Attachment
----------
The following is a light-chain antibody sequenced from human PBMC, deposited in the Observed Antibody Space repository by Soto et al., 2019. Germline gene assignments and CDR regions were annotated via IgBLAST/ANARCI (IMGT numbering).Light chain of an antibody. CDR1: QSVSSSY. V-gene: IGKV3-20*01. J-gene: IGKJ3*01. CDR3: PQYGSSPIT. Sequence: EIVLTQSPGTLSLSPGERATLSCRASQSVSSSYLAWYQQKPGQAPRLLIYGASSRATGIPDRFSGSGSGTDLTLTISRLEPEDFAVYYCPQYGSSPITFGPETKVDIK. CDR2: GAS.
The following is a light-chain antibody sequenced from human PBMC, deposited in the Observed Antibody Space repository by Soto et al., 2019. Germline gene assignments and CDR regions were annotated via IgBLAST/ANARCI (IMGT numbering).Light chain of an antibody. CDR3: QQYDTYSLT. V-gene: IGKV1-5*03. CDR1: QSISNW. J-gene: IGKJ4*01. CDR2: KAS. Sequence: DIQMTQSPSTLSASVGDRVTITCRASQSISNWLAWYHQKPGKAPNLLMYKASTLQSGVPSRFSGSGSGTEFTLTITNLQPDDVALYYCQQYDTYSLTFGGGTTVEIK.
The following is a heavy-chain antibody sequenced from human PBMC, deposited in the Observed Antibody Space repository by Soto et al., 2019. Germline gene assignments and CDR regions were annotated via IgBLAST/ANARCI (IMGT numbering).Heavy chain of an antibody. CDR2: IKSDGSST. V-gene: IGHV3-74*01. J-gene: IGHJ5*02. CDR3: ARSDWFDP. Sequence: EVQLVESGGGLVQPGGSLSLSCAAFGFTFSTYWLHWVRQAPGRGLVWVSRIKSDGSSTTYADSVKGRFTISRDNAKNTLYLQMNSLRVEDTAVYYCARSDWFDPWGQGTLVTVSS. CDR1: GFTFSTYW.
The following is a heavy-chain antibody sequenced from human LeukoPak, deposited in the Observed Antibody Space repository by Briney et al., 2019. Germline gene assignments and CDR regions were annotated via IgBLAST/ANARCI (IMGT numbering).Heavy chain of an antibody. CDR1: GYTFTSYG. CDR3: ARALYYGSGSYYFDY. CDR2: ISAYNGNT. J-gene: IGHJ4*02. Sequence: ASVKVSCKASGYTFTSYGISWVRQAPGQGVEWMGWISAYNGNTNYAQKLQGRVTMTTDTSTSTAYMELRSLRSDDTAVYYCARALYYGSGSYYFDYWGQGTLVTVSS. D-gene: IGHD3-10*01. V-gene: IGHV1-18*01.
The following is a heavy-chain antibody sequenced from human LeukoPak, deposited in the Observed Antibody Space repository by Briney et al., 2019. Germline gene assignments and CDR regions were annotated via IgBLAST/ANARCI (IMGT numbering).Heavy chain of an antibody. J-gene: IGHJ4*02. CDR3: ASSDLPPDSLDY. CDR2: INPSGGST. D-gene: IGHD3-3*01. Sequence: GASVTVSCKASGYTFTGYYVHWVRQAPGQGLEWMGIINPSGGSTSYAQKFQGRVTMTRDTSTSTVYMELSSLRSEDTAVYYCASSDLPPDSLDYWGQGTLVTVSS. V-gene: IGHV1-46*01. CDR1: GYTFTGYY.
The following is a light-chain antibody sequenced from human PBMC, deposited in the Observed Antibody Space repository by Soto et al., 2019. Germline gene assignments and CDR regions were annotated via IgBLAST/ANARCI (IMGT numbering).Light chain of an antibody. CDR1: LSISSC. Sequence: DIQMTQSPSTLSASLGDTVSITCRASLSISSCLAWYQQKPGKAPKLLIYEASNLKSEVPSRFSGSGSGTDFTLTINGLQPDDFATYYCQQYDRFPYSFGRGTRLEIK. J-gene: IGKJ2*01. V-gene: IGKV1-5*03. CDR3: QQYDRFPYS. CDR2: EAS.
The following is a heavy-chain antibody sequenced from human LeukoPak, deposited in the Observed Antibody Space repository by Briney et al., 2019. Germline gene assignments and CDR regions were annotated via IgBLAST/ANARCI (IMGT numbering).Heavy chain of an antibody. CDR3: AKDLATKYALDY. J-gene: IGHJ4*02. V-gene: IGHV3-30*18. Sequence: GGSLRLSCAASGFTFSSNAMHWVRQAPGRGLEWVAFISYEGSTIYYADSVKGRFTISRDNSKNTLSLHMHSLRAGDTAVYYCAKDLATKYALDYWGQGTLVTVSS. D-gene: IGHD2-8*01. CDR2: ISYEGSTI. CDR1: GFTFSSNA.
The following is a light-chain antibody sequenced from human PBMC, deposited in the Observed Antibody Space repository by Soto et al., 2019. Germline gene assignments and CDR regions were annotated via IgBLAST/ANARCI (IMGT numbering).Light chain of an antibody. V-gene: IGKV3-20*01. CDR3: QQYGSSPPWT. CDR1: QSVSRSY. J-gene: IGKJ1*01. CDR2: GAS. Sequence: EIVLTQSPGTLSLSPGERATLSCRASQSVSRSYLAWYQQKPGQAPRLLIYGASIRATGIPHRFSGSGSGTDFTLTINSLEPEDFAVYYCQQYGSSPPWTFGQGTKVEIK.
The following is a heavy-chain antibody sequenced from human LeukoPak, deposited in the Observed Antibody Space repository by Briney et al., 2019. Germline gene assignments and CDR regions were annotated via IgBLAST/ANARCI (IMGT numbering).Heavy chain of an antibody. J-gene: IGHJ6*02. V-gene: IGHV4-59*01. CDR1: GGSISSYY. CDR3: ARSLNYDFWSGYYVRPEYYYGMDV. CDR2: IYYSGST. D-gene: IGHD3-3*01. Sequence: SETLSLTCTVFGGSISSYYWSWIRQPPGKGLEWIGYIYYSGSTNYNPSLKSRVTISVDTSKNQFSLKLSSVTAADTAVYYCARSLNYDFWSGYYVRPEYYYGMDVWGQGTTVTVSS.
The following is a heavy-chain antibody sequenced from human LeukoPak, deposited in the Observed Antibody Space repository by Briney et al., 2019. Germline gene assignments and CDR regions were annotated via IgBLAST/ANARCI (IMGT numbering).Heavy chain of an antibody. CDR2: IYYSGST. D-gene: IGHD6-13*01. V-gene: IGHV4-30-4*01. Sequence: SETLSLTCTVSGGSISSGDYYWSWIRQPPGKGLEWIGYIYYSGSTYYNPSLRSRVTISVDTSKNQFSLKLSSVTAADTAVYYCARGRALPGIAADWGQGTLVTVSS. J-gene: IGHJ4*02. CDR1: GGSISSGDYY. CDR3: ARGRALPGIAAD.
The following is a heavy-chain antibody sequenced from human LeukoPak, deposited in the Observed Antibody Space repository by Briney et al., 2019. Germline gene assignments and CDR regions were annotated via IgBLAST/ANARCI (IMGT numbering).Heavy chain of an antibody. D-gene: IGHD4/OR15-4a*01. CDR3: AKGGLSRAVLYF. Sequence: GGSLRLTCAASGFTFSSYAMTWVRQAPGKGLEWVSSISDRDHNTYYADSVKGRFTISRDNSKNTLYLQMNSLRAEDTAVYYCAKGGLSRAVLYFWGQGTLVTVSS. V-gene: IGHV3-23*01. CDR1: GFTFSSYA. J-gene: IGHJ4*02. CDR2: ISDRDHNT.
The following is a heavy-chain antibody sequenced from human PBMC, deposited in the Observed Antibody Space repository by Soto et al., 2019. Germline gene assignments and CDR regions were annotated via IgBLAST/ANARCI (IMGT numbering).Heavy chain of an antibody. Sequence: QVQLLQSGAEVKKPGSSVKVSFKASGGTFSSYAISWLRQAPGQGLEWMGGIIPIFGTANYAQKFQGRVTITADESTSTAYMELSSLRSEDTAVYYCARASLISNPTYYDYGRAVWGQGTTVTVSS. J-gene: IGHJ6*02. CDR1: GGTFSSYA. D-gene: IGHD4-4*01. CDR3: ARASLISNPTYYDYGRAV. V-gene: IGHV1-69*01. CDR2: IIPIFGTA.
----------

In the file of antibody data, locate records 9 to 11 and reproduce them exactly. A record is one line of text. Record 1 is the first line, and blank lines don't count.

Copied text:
The following is a heavy-chain antibody sequenced from human LeukoPak, deposited in the Observed Antibody Space repository by Briney et al., 2019. Germline gene assignments and CDR regions were annotated via IgBLAST/ANARCI (IMGT numbering).Heavy chain of an antibody. J-gene: IGHJ6*02. V-gene: IGHV4-59*01. CDR1: GGSISSYY. CDR3: ARSLNYDFWSGYYVRPEYYYGMDV. CDR2: IYYSGST. D-gene: IGHD3-3*01. Sequence: SETLSLTCTVFGGSISSYYWSWIRQPPGKGLEWIGYIYYSGSTNYNPSLKSRVTISVDTSKNQFSLKLSSVTAADTAVYYCARSLNYDFWSGYYVRPEYYYGMDVWGQGTTVTVSS.
The following is a heavy-chain antibody sequenced from human LeukoPak, deposited in the Observed Antibody Space repository by Briney et al., 2019. Germline gene assignments and CDR regions were annotated via IgBLAST/ANARCI (IMGT numbering).Heavy chain of an antibody. CDR2: IYYSGST. D-gene: IGHD6-13*01. V-gene: IGHV4-30-4*01. Sequence: SETLSLTCTVSGGSISSGDYYWSWIRQPPGKGLEWIGYIYYSGSTYYNPSLRSRVTISVDTSKNQFSLKLSSVTAADTAVYYCARGRALPGIAADWGQGTLVTVSS. J-gene: IGHJ4*02. CDR1: GGSISSGDYY. CDR3: ARGRALPGIAAD.
The following is a heavy-chain antibody sequenced from human LeukoPak, deposited in the Observed Antibody Space repository by Briney et al., 2019. Germline gene assignments and CDR regions were annotated via IgBLAST/ANARCI (IMGT numbering).Heavy chain of an antibody. D-gene: IGHD4/OR15-4a*01. CDR3: AKGGLSRAVLYF. Sequence: GGSLRLTCAASGFTFSSYAMTWVRQAPGKGLEWVSSISDRDHNTYYADSVKGRFTISRDNSKNTLYLQMNSLRAEDTAVYYCAKGGLSRAVLYFWGQGTLVTVSS. V-gene: IGHV3-23*01. CDR1: GFTFSSYA. J-gene: IGHJ4*02. CDR2: ISDRDHNT.